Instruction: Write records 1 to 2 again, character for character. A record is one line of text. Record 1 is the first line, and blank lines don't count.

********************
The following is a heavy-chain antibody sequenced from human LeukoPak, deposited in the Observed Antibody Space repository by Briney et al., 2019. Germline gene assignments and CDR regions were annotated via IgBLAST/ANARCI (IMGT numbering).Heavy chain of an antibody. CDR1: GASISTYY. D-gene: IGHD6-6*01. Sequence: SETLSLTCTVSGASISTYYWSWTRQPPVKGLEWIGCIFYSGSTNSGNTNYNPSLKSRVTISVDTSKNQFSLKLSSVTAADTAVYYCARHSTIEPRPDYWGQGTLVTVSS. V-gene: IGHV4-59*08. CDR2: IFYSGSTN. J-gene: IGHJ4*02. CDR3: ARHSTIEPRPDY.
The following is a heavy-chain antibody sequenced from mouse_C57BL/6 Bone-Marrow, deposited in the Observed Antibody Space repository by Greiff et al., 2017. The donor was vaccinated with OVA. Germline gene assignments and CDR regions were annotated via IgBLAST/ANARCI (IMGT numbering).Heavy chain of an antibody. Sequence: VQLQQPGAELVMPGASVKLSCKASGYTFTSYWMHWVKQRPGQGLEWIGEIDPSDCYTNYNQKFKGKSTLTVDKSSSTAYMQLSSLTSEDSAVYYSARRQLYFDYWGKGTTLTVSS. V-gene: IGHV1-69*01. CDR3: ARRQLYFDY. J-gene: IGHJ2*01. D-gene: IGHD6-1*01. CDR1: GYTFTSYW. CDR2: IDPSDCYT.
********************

The following is a heavy-chain antibody sequenced from human LeukoPak, deposited in the Observed Antibody Space repository by Briney et al., 2019. Germline gene assignments and CDR regions were annotated via IgBLAST/ANARCI (IMGT numbering).Heavy chain of an antibody. CDR1: GASISTYY. D-gene: IGHD6-6*01. Sequence: SETLSLTCTVSGASISTYYWSWTRQPPVKGLEWIGCIFYSGSTNSGNTNYNPSLKSRVTISVDTSKNQFSLKLSSVTAADTAVYYCARHSTIEPRPDYWGQGTLVTVSS. V-gene: IGHV4-59*08. CDR2: IFYSGSTN. J-gene: IGHJ4*02. CDR3: ARHSTIEPRPDY.
The following is a heavy-chain antibody sequenced from mouse_C57BL/6 Bone-Marrow, deposited in the Observed Antibody Space repository by Greiff et al., 2017. The donor was vaccinated with OVA. Germline gene assignments and CDR regions were annotated via IgBLAST/ANARCI (IMGT numbering).Heavy chain of an antibody. Sequence: VQLQQPGAELVMPGASVKLSCKASGYTFTSYWMHWVKQRPGQGLEWIGEIDPSDCYTNYNQKFKGKSTLTVDKSSSTAYMQLSSLTSEDSAVYYSARRQLYFDYWGKGTTLTVSS. V-gene: IGHV1-69*01. CDR3: ARRQLYFDY. J-gene: IGHJ2*01. D-gene: IGHD6-1*01. CDR1: GYTFTSYW. CDR2: IDPSDCYT.